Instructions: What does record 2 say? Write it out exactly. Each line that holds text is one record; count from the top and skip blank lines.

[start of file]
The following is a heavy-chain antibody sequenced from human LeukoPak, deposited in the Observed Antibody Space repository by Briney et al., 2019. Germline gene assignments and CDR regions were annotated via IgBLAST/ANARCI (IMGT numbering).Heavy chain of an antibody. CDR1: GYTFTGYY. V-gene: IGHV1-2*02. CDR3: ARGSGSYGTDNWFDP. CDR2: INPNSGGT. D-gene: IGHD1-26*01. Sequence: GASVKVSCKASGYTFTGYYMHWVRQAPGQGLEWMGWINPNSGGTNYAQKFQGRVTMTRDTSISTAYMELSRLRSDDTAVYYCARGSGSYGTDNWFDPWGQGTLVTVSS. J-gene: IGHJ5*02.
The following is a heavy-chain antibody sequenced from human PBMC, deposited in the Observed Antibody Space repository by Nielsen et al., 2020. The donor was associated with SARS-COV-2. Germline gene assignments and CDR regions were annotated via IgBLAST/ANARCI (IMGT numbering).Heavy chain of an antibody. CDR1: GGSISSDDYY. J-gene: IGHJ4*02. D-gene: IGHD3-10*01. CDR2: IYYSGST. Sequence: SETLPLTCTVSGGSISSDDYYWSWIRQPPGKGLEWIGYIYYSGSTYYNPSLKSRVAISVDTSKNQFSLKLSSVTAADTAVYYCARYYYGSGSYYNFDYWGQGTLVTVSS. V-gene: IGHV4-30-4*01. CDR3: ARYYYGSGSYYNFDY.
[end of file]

The following is a heavy-chain antibody sequenced from human PBMC, deposited in the Observed Antibody Space repository by Nielsen et al., 2020. The donor was associated with SARS-COV-2. Germline gene assignments and CDR regions were annotated via IgBLAST/ANARCI (IMGT numbering).Heavy chain of an antibody. CDR1: GGSISSDDYY. J-gene: IGHJ4*02. D-gene: IGHD3-10*01. CDR2: IYYSGST. Sequence: SETLPLTCTVSGGSISSDDYYWSWIRQPPGKGLEWIGYIYYSGSTYYNPSLKSRVAISVDTSKNQFSLKLSSVTAADTAVYYCARYYYGSGSYYNFDYWGQGTLVTVSS. V-gene: IGHV4-30-4*01. CDR3: ARYYYGSGSYYNFDY.